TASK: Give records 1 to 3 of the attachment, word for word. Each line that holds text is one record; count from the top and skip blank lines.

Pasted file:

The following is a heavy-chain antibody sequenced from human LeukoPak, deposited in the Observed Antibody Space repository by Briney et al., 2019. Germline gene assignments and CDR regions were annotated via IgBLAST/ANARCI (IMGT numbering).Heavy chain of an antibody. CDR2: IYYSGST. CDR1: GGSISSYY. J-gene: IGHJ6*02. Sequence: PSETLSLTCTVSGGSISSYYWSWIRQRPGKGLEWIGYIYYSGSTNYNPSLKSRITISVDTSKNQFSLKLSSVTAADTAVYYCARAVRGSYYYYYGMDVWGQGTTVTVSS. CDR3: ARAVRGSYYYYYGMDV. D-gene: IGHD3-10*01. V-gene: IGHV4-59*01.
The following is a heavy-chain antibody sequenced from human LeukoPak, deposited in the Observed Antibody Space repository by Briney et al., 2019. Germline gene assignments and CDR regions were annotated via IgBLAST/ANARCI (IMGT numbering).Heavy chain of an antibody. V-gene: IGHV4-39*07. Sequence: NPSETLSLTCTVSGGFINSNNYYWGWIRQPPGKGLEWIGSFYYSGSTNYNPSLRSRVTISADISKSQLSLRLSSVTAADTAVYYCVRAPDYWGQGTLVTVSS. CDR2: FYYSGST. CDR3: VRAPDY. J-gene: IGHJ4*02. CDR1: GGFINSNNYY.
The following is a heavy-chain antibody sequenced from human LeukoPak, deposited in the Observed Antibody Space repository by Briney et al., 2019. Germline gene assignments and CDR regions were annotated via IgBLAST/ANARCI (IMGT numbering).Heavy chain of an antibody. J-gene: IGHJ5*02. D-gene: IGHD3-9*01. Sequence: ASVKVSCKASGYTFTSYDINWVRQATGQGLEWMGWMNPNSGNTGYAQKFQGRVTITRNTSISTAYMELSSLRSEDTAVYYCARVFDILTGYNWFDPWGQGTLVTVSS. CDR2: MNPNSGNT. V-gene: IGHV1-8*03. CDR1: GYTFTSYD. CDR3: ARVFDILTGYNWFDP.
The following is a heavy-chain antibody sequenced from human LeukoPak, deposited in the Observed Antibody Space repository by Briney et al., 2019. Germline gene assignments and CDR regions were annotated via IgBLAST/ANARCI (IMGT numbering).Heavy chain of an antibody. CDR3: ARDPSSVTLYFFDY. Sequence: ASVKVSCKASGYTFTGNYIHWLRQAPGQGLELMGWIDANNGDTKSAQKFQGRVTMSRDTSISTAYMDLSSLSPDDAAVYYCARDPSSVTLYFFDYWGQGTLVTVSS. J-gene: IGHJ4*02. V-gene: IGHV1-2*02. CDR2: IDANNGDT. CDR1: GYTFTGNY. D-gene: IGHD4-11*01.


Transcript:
The following is a heavy-chain antibody sequenced from human LeukoPak, deposited in the Observed Antibody Space repository by Briney et al., 2019. Germline gene assignments and CDR regions were annotated via IgBLAST/ANARCI (IMGT numbering).Heavy chain of an antibody. CDR2: IYYSGST. CDR1: GGSISSYY. J-gene: IGHJ6*02. Sequence: PSETLSLTCTVSGGSISSYYWSWIRQRPGKGLEWIGYIYYSGSTNYNPSLKSRITISVDTSKNQFSLKLSSVTAADTAVYYCARAVRGSYYYYYGMDVWGQGTTVTVSS. CDR3: ARAVRGSYYYYYGMDV. D-gene: IGHD3-10*01. V-gene: IGHV4-59*01.
The following is a heavy-chain antibody sequenced from human LeukoPak, deposited in the Observed Antibody Space repository by Briney et al., 2019. Germline gene assignments and CDR regions were annotated via IgBLAST/ANARCI (IMGT numbering).Heavy chain of an antibody. V-gene: IGHV4-39*07. Sequence: NPSETLSLTCTVSGGFINSNNYYWGWIRQPPGKGLEWIGSFYYSGSTNYNPSLRSRVTISADISKSQLSLRLSSVTAADTAVYYCVRAPDYWGQGTLVTVSS. CDR2: FYYSGST. CDR3: VRAPDY. J-gene: IGHJ4*02. CDR1: GGFINSNNYY.
The following is a heavy-chain antibody sequenced from human LeukoPak, deposited in the Observed Antibody Space repository by Briney et al., 2019. Germline gene assignments and CDR regions were annotated via IgBLAST/ANARCI (IMGT numbering).Heavy chain of an antibody. J-gene: IGHJ5*02. D-gene: IGHD3-9*01. Sequence: ASVKVSCKASGYTFTSYDINWVRQATGQGLEWMGWMNPNSGNTGYAQKFQGRVTITRNTSISTAYMELSSLRSEDTAVYYCARVFDILTGYNWFDPWGQGTLVTVSS. CDR2: MNPNSGNT. V-gene: IGHV1-8*03. CDR1: GYTFTSYD. CDR3: ARVFDILTGYNWFDP.